So, Brighton Fringe 2018 has come and gone. Some years I write a lengthy introduction before getting on to reviews – in 2016, for example, the unprecedented growth that year transformed the face of the fringe. This fits into a wider growth of the fringe over the last decade, and I wrote a list of 10 ways the Brighton Fringe has changed for anyone who wants to read this further. This year, however has very much been a “no change” festival. The numbers are about the same as 2017, all the major venues are broadly carrying on doing what they’re doing, and the only notable different is that Sweet Venues ditched Sweet Waterfront and replaced it with Sweet Werks and Sweet @ The Welly. There are some early signs ticket sales may be up, but this is unconfirmed at the time of writing.

Continue reading

10 ways the Brighton Fringe has changed

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Remember this?

One of the early hits on my blog were my guides I wrote for the Brighton, Buxton and Edinburgh Fringes.  Brighton was the original inspiration – as someone who’d previously been used to Edinburgh, Brighton was a very different environment to get used to. I was supposed to do updated versions every year, but, true to form, I was too disorganised to keep that up and the latest version of “How to make the most of the Brighton Fringe” was written in 2014.

I was thinking of doing an update, but it then occurred to me the more interesting thing is the record of what it used to be like. A lot has changed since then. Looking through the things I listed back then, it’s remarkable how much is different now. So, for a new angle, and because Buzzfeed has decreed that articles are now only permitted if they’re done in lists, here’s my observations on everything that’s changed.

1: It’s bigger

In 2007, there were 323 shows. (For comparison, that’s slightly under twice the present-day size of Buxton Fringe, a tiny fringe by today’s standards.) Now, it’s more like 1,000. Not that you need stats to tell you this – it’s an obvious difference to anyone who remembers back that far. But stats are immune from selective memory, and that confirms just what the extent of the change is.

I could end the list here. Pretty much everything else is a consequence of this unprecedented expansion. Some changes were easy to predict, some not so easy. But almost everything that is different about Brighton Fringe now can be traced back to this growth.

2: It opens with a firework display

The opening ceremony is a recent addition, coming to Brighton Fringe in 2016. In priciple, this makes little difference to the fringe itself – the plays, comedy and so on won’t be any better or worse because of some fireworks. But it was a huge statement of status that Brighton Fringe can now afford to do this, and a landmark to its expansion. Continue reading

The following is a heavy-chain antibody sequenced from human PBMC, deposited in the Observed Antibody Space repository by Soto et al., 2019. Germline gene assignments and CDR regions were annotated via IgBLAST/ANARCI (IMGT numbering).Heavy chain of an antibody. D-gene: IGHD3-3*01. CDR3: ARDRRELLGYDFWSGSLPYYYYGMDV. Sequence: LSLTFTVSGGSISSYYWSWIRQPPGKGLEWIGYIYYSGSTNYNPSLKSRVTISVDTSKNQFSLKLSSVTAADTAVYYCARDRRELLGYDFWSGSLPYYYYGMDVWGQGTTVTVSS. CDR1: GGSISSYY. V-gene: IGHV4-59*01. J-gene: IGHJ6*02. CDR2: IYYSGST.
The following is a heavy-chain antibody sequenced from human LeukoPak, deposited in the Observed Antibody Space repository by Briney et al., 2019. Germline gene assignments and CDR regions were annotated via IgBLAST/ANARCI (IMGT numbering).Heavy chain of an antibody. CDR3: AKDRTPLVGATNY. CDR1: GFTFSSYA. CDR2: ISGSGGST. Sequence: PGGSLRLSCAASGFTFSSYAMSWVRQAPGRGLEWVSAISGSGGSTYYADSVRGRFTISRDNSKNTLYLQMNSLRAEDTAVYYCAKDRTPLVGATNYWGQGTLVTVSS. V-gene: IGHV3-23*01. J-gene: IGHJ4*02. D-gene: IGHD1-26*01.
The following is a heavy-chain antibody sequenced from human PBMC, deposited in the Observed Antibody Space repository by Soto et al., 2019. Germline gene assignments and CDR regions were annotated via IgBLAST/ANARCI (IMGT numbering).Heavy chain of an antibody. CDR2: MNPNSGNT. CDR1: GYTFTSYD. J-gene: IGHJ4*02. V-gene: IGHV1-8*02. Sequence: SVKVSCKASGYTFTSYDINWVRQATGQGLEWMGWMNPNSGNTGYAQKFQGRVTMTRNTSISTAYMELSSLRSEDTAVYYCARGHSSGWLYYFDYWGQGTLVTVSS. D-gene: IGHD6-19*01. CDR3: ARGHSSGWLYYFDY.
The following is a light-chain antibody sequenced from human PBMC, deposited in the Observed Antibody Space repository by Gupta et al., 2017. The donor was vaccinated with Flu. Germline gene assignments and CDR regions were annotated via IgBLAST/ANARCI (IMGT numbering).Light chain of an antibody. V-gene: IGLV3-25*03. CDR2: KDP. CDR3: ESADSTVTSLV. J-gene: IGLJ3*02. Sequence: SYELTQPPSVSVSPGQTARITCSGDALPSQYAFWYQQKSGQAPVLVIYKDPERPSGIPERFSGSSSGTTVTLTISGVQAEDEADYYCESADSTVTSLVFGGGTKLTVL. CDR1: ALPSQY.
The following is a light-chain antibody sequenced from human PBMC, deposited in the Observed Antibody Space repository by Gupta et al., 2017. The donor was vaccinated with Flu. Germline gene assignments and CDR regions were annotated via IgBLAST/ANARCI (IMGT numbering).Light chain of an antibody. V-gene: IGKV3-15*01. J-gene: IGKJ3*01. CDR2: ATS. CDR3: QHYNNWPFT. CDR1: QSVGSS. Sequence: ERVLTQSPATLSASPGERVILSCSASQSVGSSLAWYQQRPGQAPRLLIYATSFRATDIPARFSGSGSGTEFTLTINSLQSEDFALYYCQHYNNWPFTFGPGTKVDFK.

Brighton Fringe 2018 – as it happens

This page is updated during the course of the Brighton Fringe. Come back for more updates as they arrive.

REVIEWS: Skip to: Always, With a Love That’s True, Brighton Queen of Slaughtering Places, Tom and Bunny Save the World, Susan Harrison is a Bit Weepy, Wan In, Wan Oot, Apparatus, Larkin Descending, Beasts, The Owl and the Pussycat

Sunday 3rd June: And the Brighton Fringe awards have been announced. I don’t have much to report here, because most of the award recipients are either shows I haven’t heard of, or genres I don’t cover. But one award that was notable was audience choice of best venue. Junkyard Dogs wins again, for a second year in a row.

I haven’t been to Junkyard dogs yet, because they cover mainly comedy and little theatre, but the owners of this space have a good reputation of showing love and commitment to the arts. In a festival increasingly dominated by supervenues, Junkyard Dogs may still have a capacity to throw a spanner in the works. A good reputation means that high-profile acts may pick this over a more conventional choice. But we’ll have to wait another year at least before we see if anything comes of this.

So that’s it. The end of Brighton Fringe live coverage for another year. It’s not quite the end of all things Brighton, because we still have the ticket sales figures to come out, whenever that may be. Edinburgh figures will also be interesting to see whether the Edinburgh/Brighton gap increases or decreases. I may also have an interesting bit of analysis if I have the time, but you’ll have to wait and see.

So thank you all for everyone who followed this over the last month, and of course thanks to everyone who supported my show. Roundup coming sooner rather than later, I hope. See you all in August when we start all over again in Edinburgh.

Saturday 2nd June: And here we are. It’s the moment of truth. Who is my pick of the fringe?